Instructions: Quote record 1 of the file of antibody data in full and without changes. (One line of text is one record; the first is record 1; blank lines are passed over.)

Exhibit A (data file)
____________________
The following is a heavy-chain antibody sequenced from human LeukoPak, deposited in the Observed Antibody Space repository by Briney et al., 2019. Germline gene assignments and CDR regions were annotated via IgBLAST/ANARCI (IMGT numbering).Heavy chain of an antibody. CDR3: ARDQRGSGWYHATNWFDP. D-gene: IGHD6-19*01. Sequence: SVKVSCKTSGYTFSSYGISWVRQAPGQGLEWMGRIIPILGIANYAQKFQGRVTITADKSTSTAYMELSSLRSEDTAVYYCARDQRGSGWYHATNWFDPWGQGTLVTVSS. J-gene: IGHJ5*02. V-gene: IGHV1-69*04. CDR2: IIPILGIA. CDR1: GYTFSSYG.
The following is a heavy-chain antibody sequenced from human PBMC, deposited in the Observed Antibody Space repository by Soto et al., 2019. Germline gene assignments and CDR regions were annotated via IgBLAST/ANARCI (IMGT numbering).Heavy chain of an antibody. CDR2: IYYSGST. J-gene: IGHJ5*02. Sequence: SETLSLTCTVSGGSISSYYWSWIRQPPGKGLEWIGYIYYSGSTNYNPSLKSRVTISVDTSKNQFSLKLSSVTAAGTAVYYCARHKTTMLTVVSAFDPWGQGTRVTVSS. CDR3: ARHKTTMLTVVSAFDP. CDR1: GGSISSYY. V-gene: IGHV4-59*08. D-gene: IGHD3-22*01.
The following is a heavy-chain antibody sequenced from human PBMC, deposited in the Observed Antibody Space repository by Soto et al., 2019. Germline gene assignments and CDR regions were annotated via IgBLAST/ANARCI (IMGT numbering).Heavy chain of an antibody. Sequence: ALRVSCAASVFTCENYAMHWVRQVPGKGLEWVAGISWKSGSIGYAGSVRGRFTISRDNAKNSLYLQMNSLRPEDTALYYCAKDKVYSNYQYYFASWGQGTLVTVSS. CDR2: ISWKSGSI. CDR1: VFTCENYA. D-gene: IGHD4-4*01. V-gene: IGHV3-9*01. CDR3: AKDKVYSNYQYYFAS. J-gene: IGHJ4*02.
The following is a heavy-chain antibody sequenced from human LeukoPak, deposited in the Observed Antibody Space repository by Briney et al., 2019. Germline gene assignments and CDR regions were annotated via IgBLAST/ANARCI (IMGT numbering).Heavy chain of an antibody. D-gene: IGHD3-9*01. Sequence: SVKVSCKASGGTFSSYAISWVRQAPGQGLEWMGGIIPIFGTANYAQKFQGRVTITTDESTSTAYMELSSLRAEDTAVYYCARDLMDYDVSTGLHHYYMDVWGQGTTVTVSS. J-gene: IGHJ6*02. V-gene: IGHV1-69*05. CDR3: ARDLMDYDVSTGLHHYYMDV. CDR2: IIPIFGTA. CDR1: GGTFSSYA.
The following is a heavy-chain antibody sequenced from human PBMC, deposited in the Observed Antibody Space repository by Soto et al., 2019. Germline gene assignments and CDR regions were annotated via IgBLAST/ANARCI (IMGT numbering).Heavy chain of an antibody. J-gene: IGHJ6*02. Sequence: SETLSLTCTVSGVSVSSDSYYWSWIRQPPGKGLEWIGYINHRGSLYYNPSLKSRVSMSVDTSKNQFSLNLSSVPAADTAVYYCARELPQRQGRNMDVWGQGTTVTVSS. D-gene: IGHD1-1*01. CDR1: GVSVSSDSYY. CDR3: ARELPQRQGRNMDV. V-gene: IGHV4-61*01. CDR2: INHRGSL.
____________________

The following is a heavy-chain antibody sequenced from human LeukoPak, deposited in the Observed Antibody Space repository by Briney et al., 2019. Germline gene assignments and CDR regions were annotated via IgBLAST/ANARCI (IMGT numbering).Heavy chain of an antibody. CDR3: ARDQRGSGWYHATNWFDP. D-gene: IGHD6-19*01. Sequence: SVKVSCKTSGYTFSSYGISWVRQAPGQGLEWMGRIIPILGIANYAQKFQGRVTITADKSTSTAYMELSSLRSEDTAVYYCARDQRGSGWYHATNWFDPWGQGTLVTVSS. J-gene: IGHJ5*02. V-gene: IGHV1-69*04. CDR2: IIPILGIA. CDR1: GYTFSSYG.